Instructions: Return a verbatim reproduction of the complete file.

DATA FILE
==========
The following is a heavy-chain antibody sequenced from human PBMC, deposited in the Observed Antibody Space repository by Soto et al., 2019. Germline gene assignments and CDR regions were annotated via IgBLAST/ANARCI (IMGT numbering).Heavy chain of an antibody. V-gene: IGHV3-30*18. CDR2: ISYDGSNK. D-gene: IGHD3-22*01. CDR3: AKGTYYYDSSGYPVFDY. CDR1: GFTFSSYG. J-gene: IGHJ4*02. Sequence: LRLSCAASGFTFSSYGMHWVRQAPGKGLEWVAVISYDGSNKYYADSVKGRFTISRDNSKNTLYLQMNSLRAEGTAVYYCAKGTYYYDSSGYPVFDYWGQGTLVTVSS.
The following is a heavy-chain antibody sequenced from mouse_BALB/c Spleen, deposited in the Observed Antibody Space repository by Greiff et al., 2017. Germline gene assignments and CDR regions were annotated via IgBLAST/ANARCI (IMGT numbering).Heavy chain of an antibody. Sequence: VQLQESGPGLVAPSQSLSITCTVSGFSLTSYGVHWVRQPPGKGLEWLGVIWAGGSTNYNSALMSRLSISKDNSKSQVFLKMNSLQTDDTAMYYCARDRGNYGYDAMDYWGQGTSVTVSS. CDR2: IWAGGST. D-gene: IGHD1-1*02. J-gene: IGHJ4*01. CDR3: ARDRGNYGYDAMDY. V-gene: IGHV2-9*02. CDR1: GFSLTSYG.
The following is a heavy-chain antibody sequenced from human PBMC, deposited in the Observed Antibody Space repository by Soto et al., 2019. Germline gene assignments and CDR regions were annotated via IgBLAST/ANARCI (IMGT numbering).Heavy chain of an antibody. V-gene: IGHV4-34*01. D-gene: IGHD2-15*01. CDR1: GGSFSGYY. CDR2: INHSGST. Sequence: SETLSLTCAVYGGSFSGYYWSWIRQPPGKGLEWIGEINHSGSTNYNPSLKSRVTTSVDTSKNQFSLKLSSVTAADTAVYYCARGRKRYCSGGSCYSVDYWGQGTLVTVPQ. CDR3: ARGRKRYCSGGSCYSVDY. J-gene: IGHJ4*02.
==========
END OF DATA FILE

The following is a heavy-chain antibody sequenced from human PBMC, deposited in the Observed Antibody Space repository by Soto et al., 2019. Germline gene assignments and CDR regions were annotated via IgBLAST/ANARCI (IMGT numbering).Heavy chain of an antibody. V-gene: IGHV3-30*18. CDR2: ISYDGSNK. D-gene: IGHD3-22*01. CDR3: AKGTYYYDSSGYPVFDY. CDR1: GFTFSSYG. J-gene: IGHJ4*02. Sequence: LRLSCAASGFTFSSYGMHWVRQAPGKGLEWVAVISYDGSNKYYADSVKGRFTISRDNSKNTLYLQMNSLRAEGTAVYYCAKGTYYYDSSGYPVFDYWGQGTLVTVSS.
The following is a heavy-chain antibody sequenced from mouse_BALB/c Spleen, deposited in the Observed Antibody Space repository by Greiff et al., 2017. Germline gene assignments and CDR regions were annotated via IgBLAST/ANARCI (IMGT numbering).Heavy chain of an antibody. Sequence: VQLQESGPGLVAPSQSLSITCTVSGFSLTSYGVHWVRQPPGKGLEWLGVIWAGGSTNYNSALMSRLSISKDNSKSQVFLKMNSLQTDDTAMYYCARDRGNYGYDAMDYWGQGTSVTVSS. CDR2: IWAGGST. D-gene: IGHD1-1*02. J-gene: IGHJ4*01. CDR3: ARDRGNYGYDAMDY. V-gene: IGHV2-9*02. CDR1: GFSLTSYG.
The following is a heavy-chain antibody sequenced from human PBMC, deposited in the Observed Antibody Space repository by Soto et al., 2019. Germline gene assignments and CDR regions were annotated via IgBLAST/ANARCI (IMGT numbering).Heavy chain of an antibody. V-gene: IGHV4-34*01. D-gene: IGHD2-15*01. CDR1: GGSFSGYY. CDR2: INHSGST. Sequence: SETLSLTCAVYGGSFSGYYWSWIRQPPGKGLEWIGEINHSGSTNYNPSLKSRVTTSVDTSKNQFSLKLSSVTAADTAVYYCARGRKRYCSGGSCYSVDYWGQGTLVTVPQ. CDR3: ARGRKRYCSGGSCYSVDY. J-gene: IGHJ4*02.